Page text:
Most mentors already know these tips.
Closed-mouth kids? Here's how to get 'em talking
By Amy McCreadyMom: “How was your day today?”
“Did you learn anything interesting?”
“What did you learn?”
“…I don’t know.”
Sound familiar? Some days it seems like you could hold a better conversation with the family dog than with your kids! The one-word answers, the body language and the general silence are clear signals that they'd rather tune you out than in. And while hunger, tiredness, or even a cranky mood can keep kids' kips sealed, our own conversation style can also be a big factor.
What, when, and how we communicate can all affect the person we’re talking to, and especially children. By making some small changes, we can move from one-word answers to real conversations.
Use these three tips to increase communication in your home:
1. Leave interrogations to detectives. “How was school? Who did you sit with at lunch? How was your test?” It’s instinctual: You want to know what’s going on in your kids’ lives. But do you really have to barrage them with questions the minute they walk in the door? Putting your child in the hot seat and hitting him with the spotlight can cause him to clam up — wouldn’t you? Avoid the post-school probing and express yourself with a statement instead. Say, “Welcome home. I’m really happy to see you!” Then give them time to relax — the conversation will follow.
2. Make quality time your daily routine. Emotional connection plays a large part in how comfortable kids are to opening up and sharing their feelings. Increase your connection to your child by committing to spending even just 10 minutes together once or twice a day. Make sure you are 100 percent present during this time; no taking phone calls or watching the big game in the background. Use this opportunity to do something your child likes, such as reading his favorite story or doing a small craft project. You will be amazed how much he will start sharing during your special time together.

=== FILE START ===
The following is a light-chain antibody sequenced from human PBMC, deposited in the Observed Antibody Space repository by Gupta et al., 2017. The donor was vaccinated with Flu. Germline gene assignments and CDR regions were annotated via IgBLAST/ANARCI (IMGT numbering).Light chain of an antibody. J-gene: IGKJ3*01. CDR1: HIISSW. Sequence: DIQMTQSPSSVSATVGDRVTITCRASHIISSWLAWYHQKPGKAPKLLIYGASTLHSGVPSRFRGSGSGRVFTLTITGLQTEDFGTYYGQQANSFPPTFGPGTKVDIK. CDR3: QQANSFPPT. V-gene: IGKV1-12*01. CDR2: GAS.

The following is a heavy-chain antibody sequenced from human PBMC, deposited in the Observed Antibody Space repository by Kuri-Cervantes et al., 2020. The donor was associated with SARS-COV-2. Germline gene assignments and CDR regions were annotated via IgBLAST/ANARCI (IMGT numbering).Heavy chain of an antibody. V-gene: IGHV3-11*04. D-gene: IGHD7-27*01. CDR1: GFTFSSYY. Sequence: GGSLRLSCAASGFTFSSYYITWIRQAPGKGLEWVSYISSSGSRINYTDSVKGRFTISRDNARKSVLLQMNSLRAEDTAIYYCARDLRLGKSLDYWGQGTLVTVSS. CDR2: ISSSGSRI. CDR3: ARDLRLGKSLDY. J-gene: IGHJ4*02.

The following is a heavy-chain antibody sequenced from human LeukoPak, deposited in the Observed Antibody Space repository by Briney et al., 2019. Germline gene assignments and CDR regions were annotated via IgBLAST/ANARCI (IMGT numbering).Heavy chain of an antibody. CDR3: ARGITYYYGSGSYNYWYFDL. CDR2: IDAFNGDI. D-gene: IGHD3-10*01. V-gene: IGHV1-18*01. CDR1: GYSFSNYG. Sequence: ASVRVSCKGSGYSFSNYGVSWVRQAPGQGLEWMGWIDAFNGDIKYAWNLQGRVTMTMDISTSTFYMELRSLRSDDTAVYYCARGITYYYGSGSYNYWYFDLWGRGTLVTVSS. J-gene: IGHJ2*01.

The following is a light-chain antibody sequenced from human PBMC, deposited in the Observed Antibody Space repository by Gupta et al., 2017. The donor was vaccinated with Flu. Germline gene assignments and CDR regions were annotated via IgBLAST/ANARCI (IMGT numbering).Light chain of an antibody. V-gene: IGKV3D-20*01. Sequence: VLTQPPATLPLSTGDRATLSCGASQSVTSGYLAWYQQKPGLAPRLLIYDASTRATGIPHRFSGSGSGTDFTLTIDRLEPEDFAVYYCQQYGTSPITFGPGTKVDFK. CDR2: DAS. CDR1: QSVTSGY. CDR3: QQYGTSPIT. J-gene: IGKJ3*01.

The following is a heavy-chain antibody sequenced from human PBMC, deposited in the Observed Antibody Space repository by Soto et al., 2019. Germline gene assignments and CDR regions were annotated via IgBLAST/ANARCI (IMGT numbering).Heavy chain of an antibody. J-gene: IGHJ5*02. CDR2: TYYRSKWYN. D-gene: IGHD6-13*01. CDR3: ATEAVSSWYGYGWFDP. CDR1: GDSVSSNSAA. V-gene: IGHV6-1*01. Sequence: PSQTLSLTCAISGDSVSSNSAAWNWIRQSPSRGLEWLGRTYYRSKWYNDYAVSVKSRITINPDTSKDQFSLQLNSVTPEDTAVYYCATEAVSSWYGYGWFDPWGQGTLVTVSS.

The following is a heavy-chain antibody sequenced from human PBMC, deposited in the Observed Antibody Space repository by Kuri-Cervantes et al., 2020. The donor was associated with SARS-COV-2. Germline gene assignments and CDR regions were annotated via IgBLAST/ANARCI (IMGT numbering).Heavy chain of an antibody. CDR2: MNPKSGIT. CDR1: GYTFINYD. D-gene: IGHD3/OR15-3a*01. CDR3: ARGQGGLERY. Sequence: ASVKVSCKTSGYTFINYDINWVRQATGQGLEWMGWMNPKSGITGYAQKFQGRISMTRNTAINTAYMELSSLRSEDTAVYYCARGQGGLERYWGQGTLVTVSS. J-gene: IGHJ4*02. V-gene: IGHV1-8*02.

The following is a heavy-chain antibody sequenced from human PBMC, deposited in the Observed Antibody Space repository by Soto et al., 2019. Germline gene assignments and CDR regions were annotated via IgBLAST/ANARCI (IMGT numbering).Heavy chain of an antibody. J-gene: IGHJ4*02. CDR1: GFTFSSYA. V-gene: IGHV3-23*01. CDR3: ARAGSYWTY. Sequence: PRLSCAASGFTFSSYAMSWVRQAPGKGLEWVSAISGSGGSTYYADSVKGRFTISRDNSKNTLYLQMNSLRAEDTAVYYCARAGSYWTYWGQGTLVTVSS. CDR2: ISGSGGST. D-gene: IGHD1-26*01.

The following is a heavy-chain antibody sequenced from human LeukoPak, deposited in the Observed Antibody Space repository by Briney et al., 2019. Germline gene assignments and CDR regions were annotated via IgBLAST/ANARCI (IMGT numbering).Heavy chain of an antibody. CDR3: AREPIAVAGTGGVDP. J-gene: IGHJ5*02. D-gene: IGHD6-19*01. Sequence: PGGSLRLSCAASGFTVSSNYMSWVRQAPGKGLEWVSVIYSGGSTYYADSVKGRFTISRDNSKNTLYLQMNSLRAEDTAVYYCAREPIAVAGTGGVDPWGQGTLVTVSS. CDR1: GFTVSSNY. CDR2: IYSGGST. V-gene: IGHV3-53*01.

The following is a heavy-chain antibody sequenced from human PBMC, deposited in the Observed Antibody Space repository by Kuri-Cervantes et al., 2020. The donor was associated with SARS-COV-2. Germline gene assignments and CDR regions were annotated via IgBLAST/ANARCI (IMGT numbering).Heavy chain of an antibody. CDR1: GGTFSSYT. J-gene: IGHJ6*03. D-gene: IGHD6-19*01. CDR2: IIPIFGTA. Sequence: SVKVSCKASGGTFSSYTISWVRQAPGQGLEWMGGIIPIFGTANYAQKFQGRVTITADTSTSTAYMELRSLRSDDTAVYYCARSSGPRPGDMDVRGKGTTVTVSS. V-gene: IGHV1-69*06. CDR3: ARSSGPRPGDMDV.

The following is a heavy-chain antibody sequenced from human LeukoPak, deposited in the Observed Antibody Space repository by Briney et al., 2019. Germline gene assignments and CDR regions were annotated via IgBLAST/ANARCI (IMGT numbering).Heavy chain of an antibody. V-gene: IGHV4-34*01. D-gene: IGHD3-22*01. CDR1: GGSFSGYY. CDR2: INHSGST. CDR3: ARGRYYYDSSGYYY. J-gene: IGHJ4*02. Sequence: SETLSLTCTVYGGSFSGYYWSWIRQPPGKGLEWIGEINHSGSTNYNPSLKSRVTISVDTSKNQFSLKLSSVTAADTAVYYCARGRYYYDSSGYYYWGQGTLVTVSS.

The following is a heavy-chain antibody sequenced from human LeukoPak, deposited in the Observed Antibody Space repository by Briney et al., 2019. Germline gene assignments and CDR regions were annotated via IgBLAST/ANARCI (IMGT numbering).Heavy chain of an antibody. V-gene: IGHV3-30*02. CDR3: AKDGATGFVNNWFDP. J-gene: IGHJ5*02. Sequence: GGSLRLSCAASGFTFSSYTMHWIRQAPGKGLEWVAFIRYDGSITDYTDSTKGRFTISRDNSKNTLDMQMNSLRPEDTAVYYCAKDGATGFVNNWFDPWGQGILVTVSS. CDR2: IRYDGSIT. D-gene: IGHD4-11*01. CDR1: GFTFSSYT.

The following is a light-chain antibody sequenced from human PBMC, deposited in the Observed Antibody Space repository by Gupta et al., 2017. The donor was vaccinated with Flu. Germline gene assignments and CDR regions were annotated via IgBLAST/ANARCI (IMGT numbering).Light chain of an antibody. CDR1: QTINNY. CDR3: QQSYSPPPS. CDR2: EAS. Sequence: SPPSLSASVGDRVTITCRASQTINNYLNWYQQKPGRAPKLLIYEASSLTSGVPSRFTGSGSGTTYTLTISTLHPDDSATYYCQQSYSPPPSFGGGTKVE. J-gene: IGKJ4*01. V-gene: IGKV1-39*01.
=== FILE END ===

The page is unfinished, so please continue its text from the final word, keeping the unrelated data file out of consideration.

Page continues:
3. Share yourself! The communication road goes both ways: If your child seems hesitant about opening up, then you do the sharing. Instead of worrying about finding a topic of interest to your child, focus on talking openly and naturally about yourself — how your day was, the upcoming family vacation, the fact that someone stole your lunch from the work fridge — whatever happens to be on your mind. End your conversation by saying, “Thanks for listening. I feel better when I can talk about things with you.” Not only does your child now know more about you, but you’ve also become a model for how they can communicate their own thoughts in the future.
These strategies are sure to get even the most mime-like children to start to chit-chat. By tweaking your communication, you’ll not only learn more about your children, but you will have begun sharing your life with them as well. And that’s something to talk about!
Have you had problems getting your kids to open up? What strategies do you use to get the dialogue going?
Amy McCready is the and the author of For easy-to-implement strategies for happier families and well-behaved kids, follow .